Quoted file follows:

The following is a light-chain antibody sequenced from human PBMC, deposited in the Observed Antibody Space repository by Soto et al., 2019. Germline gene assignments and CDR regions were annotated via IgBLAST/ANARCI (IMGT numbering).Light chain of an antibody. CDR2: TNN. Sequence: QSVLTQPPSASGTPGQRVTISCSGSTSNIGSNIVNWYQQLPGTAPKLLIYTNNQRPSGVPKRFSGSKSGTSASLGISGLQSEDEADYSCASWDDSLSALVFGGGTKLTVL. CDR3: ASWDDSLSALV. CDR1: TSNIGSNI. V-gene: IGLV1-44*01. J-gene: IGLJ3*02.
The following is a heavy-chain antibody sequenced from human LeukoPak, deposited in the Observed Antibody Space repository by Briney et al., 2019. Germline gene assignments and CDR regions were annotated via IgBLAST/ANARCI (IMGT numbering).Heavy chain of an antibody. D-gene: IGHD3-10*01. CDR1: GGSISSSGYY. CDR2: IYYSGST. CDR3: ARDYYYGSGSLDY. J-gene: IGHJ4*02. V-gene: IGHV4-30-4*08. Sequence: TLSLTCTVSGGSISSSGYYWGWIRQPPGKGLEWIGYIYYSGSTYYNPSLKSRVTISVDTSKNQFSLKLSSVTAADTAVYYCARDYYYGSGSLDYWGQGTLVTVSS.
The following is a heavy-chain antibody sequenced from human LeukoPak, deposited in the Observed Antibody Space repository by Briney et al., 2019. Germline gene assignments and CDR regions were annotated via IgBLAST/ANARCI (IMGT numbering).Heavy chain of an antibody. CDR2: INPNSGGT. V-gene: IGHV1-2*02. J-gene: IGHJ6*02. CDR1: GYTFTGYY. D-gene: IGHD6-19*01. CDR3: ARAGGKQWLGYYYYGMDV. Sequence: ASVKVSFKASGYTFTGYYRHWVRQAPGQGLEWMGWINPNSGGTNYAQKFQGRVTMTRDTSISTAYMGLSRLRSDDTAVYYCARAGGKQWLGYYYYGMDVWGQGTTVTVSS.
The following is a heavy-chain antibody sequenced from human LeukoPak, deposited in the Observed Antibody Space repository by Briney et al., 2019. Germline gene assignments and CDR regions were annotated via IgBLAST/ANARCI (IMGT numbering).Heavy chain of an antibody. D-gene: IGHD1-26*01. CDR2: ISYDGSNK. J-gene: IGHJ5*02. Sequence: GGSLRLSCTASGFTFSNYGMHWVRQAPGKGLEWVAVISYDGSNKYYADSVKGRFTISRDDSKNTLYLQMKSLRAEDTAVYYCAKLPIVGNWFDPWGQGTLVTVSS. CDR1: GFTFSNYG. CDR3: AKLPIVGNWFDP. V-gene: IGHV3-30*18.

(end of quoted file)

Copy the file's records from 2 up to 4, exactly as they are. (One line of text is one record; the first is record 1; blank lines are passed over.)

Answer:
The following is a heavy-chain antibody sequenced from human LeukoPak, deposited in the Observed Antibody Space repository by Briney et al., 2019. Germline gene assignments and CDR regions were annotated via IgBLAST/ANARCI (IMGT numbering).Heavy chain of an antibody. D-gene: IGHD3-10*01. CDR1: GGSISSSGYY. CDR2: IYYSGST. CDR3: ARDYYYGSGSLDY. J-gene: IGHJ4*02. V-gene: IGHV4-30-4*08. Sequence: TLSLTCTVSGGSISSSGYYWGWIRQPPGKGLEWIGYIYYSGSTYYNPSLKSRVTISVDTSKNQFSLKLSSVTAADTAVYYCARDYYYGSGSLDYWGQGTLVTVSS.
The following is a heavy-chain antibody sequenced from human LeukoPak, deposited in the Observed Antibody Space repository by Briney et al., 2019. Germline gene assignments and CDR regions were annotated via IgBLAST/ANARCI (IMGT numbering).Heavy chain of an antibody. CDR2: INPNSGGT. V-gene: IGHV1-2*02. J-gene: IGHJ6*02. CDR1: GYTFTGYY. D-gene: IGHD6-19*01. CDR3: ARAGGKQWLGYYYYGMDV. Sequence: ASVKVSFKASGYTFTGYYRHWVRQAPGQGLEWMGWINPNSGGTNYAQKFQGRVTMTRDTSISTAYMGLSRLRSDDTAVYYCARAGGKQWLGYYYYGMDVWGQGTTVTVSS.
The following is a heavy-chain antibody sequenced from human LeukoPak, deposited in the Observed Antibody Space repository by Briney et al., 2019. Germline gene assignments and CDR regions were annotated via IgBLAST/ANARCI (IMGT numbering).Heavy chain of an antibody. D-gene: IGHD1-26*01. CDR2: ISYDGSNK. J-gene: IGHJ5*02. Sequence: GGSLRLSCTASGFTFSNYGMHWVRQAPGKGLEWVAVISYDGSNKYYADSVKGRFTISRDDSKNTLYLQMKSLRAEDTAVYYCAKLPIVGNWFDPWGQGTLVTVSS. CDR1: GFTFSNYG. CDR3: AKLPIVGNWFDP. V-gene: IGHV3-30*18.